Nicholas A. Juhle, CFA®

Chief Investment Officer

2021 Review and 2022 Outlook

Back in July, we published our 2021 mid-year market review. Having hosted a virtual year-in-review seminar in January, the article highlighted how much changed in the first six months of 2021. An increasingly vaccinated population rediscovered a sense of normalcy. The optimists in all of us were ready to declare victory and move on, but emergence of the Delta and Omicron variants in the second half of the year were a humbling indication that we were not out of the woods yet.

In spite of the virus, we exit 2021 with a healthy, growing economy and equity markets hovering near all-time highs. We are optimistic for continued economic growth in 2022 and while the market experience is much less predictable in the short-term, we believe our disciplined approach to investment decision-making will serve our clients well in the year ahead.

Did He Say the Economy is Healthy?

While not impervious to risks including new and existing COVID-19 variants, geopolitical uncertainties and monetary and fiscal policy moves, to name a few, the U.S. economy is on solid footing. Interest rates are low, demand for labor is high, and consumers are spending at record levels. The U.S. economy likely expanded 5.6% last year after adjusting for higher-than-expected inflation and economists expect real GDP growth of approximately 4% in 2022.

Unprecedented monetary and fiscal policy actions in response to the pandemic enabled rapid economic recovery following the shortest recession on record. Now, nearly two years into the current expansion, fiscal policy is transitioning from emergency COVID relief to longer-term spending plans while full employment and elevated inflation are accelerating the path to tighter monetary policy.

Full Employment Amid Labor Market Imbalance

At the time of this writing, the U.S. unemployment rate stands at 4.2%, down from 6.7% in January and 14.8% in April 2020. We have to acknowledge and appreciate the unprecedented pace of the labor market recovery. Using historical average recovery rates, unemployment would still be 11.0% today and would not reach 4.2% until March 2028.

The economy has regained more than 18 million of the 22 million jobs lost in 2020. That means there are still about 4 million fewer employed people in the U.S. Meanwhile, there are about 4 million more job openings than there were prior to the pandemic. Lower labor force participation driven largely by retirements and childcare uncertainties help to explain the nearly 8 million unfilled jobs, which results in continued strong demand for labor and upward pressure on wages.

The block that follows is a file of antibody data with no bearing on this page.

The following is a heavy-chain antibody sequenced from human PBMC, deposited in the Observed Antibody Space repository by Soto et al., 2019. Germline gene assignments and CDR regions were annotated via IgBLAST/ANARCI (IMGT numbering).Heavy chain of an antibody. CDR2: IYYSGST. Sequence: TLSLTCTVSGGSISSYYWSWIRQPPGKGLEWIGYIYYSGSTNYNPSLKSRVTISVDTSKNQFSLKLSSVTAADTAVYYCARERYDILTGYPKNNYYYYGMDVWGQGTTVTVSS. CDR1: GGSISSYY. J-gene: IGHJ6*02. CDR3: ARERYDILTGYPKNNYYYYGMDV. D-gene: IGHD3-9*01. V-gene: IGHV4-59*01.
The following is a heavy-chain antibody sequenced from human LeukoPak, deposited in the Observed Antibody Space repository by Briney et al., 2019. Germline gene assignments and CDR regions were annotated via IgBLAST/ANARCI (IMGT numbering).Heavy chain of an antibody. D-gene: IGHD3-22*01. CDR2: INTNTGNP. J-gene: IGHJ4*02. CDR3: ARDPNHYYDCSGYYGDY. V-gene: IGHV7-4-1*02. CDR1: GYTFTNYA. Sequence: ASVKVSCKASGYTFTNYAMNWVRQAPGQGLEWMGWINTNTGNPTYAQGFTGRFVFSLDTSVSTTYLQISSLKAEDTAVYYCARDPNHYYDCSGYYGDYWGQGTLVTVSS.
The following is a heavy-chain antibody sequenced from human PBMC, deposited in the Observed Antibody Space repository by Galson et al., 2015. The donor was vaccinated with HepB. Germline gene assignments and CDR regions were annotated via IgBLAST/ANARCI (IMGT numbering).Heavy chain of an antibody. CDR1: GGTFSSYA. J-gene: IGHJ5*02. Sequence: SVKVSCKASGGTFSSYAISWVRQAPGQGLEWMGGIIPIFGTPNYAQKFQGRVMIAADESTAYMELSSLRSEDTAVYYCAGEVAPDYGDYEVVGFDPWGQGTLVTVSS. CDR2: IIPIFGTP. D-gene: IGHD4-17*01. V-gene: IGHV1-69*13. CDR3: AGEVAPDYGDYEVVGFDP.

Consumers Spending Despite Dented Sentiment

The value of retail sales rose sharply in 2021, supported by government stimulus, elevated savings, and economic reopening enabled by the ongoing vaccine campaign. For perspective, the total value of retail sales in November was $639B. This represents an all-time high in absolute terms and is 21% higher than the $526B reported in February 2020 (pre-pandemic) and 18% higher than the $541B reported in November 2020 (11.1% higher after inflation).

Overall, consumer sentiment has not recovered from depressed 2020 levels as higher inflation and the potential economic impact of variants weigh on consumers. Interestingly, consumer behavior has actually contributed to inflationary pressure, as strong demand for goods is further taxing an already disrupted supply chain. COVID-willing, we would expect demand for goods to normalize somewhat in 2022 as consumer spending on services (i.e. leisure and hospitality) increases.

Elevated Inflation Decelerating in 2022

Inflation has been higher and more persistent than economists and market participants expected in 2021. The rapid labor market recovery and accommodative monetary and fiscal policy actions created a demand shock. This occurred concurrently with a variety of negative supply shocks as COVID-19 persisted. Looking at the specific drivers of inflation, we note that energy and transportation expenses have contributed significantly to the overall increase in consumer prices with energy costs up 34% and used cars and trucks up 31% year-over-year as of November. Importantly, prices in these categories tend to be more volatile and less sticky, while price increases in categories like wages and rents tend to have staying power. Wages have been moving higher, particularly among the lowest-earning quartile of workers, but overall wage growth has not departed from historical trends and, so far, increases in shelter costs have not either.